Sunday, February 25, 2007

Cheap Tech Tool: Non-Contact Thermometer

I recently purchased a non-contact thermometer from Harbor Freight Tools. I think I may be buying a few more. You just point it at a surface, push a button and a second later you have your temperature reading. In a matter of seconds you can compare the temperature of a window, window pane, and the wall surrounding the window. Or you can look at the temperature of the floor by an outside door and how it varies with distance from the door.

The one I've been playing with currently is running for $6.99 (I bought mine for $9.99). It has a temp range of -33 to 110 degrees C (-27 to 230 Deg.F) so is a little limited and I haven't been able to gauge it's precision yet. Its ease of use and price make up for any of it's shortcomings, however.

Possible Labs or Demos:
  • Black absorbs heat more quickly, does it radiate more heat than white?
  • Insulators and conductors - Both may be the same temperature, but do they feel the same when you touch them? A piece of Styrofoam and metal fresh from the fridge or freezer would do nicely.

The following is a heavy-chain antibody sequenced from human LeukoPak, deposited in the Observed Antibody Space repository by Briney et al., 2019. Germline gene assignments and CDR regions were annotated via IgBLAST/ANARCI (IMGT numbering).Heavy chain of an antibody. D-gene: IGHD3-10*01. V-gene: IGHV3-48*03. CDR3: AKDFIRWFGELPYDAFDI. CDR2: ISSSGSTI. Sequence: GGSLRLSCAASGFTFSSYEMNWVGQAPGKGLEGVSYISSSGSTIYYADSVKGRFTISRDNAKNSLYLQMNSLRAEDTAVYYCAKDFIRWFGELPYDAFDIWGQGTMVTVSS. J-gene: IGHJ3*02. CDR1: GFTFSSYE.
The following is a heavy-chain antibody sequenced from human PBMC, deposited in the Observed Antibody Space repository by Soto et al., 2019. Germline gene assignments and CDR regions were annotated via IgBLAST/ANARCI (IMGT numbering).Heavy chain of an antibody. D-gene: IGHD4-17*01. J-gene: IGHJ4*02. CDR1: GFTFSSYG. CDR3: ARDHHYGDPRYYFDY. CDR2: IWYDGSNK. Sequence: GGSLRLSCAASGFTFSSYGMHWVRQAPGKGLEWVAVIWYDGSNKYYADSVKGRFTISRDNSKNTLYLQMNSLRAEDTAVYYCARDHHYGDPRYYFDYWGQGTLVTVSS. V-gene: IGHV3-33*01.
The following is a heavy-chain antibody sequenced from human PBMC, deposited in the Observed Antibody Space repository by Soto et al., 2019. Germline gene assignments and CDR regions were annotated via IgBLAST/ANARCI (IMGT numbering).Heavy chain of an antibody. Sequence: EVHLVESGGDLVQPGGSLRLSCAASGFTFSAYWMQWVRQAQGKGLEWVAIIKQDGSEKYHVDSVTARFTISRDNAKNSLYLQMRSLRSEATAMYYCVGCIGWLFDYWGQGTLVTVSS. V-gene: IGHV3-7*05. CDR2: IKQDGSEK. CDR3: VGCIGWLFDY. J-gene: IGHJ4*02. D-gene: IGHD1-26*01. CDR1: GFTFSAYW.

• You can replace melting wax on the ends of conductors with a quantifiable temperature.
  • Resistors in a circuit, which ones get the hottest? Why?
You can get much more expensive non-contact thermometers that have wider temperature ranges and use lasers to show the exact spot the reading is coming from, but I have yet to find a cheaper one.

2 comments:

Anonymous said...

Thanks for the info on the non-contact thermometers. There are companies out there that sell temp probes, etc (PASCO) directly connected to one's computer as well.

However, Texas has kids still reading bulb thermometers on the state assessment test! At least reading a customary thermometer is good practice for using number lines.

cmperry

Steve Dickie said...

I've used the Vernier version of the computer/calculator based temperature probes in the past and they are cool.

I really like the non-contact thermometer because it gives a darn near instantaneous reading. As a bonus it's much cheaper than the computer thermometers as well.